James Gunn, the director tapped by Marvel Entertainment to bring the Guardians of the Galaxy to the big screen, has released a statement of apology through the Gay and Lesbian Alliance Against Defamation, and you should all read it. It’s gracious, sincere, and refreshing.
Here’s the full text, published by GLAAD and Gunn on his own Facebook page:
A couple of years ago I wrote a blog that was meant to be satirical and funny. In rereading it over the past day I don’t think it’s funny. The attempted humor in the blog does not represent my actual feelings. However, I can see where statements were poorly worded and offensive to many. I’m sorry and regret making them at all. People who are familiar with me as evidenced by my Facebook page and other mediums know that I’m an outspoken proponent for the rights of the gay and lesbian community, women and anyone who feels disenfranchised, and it kills me that some other outsider like myself, despite his or her gender or sexuality, might feel hurt or attacked by something I said. We’re all in the same camp, and I want to do my best to make this world a better place for all of us. I’m learning all the time. I promise to be more careful with my words in the future. And I will do my best to be funnier as well. Much love to all
This is the best of all possible outcomes, in my opinion. I’d much rather live in a world where people confront their mistakes, apologize and pledge to do better; than a world where efforts to call people out on anti-gay and sexist speech only results in greater division. Gunn confirms that he meant the post as satirical but also that it failed to reach that goal. Take instead the example set by Scott Adams, after stating that to make their lives easier, men should treat women the way they would treat the mentally handicapped, of saying that anyone who didn’t “get” the true meaning of his post simply didn’t have the high levels of “rational thought” or “reading comprehension” of his supporters.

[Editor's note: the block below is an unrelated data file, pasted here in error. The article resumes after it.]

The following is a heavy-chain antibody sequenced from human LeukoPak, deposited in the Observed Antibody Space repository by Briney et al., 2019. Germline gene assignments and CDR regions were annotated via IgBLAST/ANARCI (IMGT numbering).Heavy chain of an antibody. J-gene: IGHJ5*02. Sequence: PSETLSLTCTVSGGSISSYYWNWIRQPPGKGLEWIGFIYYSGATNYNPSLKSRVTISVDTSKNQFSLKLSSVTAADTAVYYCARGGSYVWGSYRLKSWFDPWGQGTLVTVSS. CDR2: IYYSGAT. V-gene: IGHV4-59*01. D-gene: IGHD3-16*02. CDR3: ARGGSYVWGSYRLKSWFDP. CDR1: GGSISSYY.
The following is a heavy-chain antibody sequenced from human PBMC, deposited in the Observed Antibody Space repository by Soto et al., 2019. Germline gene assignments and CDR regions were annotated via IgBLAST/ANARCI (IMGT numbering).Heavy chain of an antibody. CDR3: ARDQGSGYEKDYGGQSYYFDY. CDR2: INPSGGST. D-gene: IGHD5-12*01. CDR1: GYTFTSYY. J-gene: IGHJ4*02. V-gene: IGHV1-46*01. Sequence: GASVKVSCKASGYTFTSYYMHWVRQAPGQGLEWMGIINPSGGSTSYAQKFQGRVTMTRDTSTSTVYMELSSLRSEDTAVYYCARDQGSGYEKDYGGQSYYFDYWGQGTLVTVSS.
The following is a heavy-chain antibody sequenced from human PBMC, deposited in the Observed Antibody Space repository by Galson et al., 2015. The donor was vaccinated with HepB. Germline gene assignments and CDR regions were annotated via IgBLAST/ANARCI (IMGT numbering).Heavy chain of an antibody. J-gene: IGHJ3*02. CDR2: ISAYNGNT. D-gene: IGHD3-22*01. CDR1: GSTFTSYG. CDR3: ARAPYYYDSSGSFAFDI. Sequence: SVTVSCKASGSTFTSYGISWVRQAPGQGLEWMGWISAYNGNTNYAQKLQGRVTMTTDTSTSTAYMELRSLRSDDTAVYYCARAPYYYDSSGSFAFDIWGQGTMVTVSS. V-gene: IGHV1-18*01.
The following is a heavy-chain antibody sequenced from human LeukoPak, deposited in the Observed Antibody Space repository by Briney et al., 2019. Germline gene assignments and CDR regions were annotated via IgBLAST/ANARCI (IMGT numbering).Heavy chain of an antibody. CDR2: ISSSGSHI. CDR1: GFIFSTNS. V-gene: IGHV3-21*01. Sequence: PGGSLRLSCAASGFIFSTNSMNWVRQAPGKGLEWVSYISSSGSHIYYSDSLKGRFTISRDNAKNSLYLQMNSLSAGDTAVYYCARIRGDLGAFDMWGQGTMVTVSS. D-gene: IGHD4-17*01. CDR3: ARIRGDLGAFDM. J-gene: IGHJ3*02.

Gunn acknowledges his commitment to speaking out in support of the LGBTQ community and women, but also doesn’t use it as an excuse to say that folks who criticized him simply “didn’t know him like that.” For a nice video that sums up why “well if you knew me you’d know I didn’t mean it that way” isn’t a particularly strong excuse in situations like this, I recommend this video on Gwyneth Paltrow, Jay Z, and Kanye West.
The pace at which this story reached news and activism outlets like GLAAD is something that might not have happened even a few years ago, and without that, an explanation for the post in Gunn’s own words might never have been forthcoming because it might never have been requested as firmly. Had his statement not been made, in the worst case scenario where the sum total of his public response was to simply take the post down and stay silent, I would have remained troubled about his involvement in the Marvel Cinematic Universe. As I said in my article on his post initially, if Gunn was just the average internet person who’d written a post that was ironically distasteful without properly presenting its intentions nearly two years ago, it would not be worth commenting on, and due to the way the internet works it would really have only been encouraging. But in 2014, Gunn will be releasing the first new characters to the MCU since 2011, with the introduction of five new superheroes. He’s in a position of great power and responsibility in the biggest movie phenomenon in comics history, and that is a position where the intent of the statements in his post should not be allowed to remain ambiguous. I’m very happy to see the character shown in this apology. Of course, I can’t speak for everyone, and I’m sure some percentage of “everyone” will speak for themselves in the comments.